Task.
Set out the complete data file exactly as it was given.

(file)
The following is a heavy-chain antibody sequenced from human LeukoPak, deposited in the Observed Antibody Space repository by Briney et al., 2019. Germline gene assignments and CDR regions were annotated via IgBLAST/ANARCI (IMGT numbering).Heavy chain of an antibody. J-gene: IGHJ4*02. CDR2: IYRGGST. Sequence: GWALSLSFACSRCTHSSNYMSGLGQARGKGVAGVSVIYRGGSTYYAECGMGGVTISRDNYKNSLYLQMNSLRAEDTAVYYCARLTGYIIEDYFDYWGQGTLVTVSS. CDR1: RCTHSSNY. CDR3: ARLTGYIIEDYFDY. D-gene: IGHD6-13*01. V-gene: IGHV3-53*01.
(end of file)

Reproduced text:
The following is a heavy-chain antibody sequenced from human LeukoPak, deposited in the Observed Antibody Space repository by Briney et al., 2019. Germline gene assignments and CDR regions were annotated via IgBLAST/ANARCI (IMGT numbering).Heavy chain of an antibody. J-gene: IGHJ4*02. CDR2: IYRGGST. Sequence: GWALSLSFACSRCTHSSNYMSGLGQARGKGVAGVSVIYRGGSTYYAECGMGGVTISRDNYKNSLYLQMNSLRAEDTAVYYCARLTGYIIEDYFDYWGQGTLVTVSS. CDR1: RCTHSSNY. CDR3: ARLTGYIIEDYFDY. D-gene: IGHD6-13*01. V-gene: IGHV3-53*01.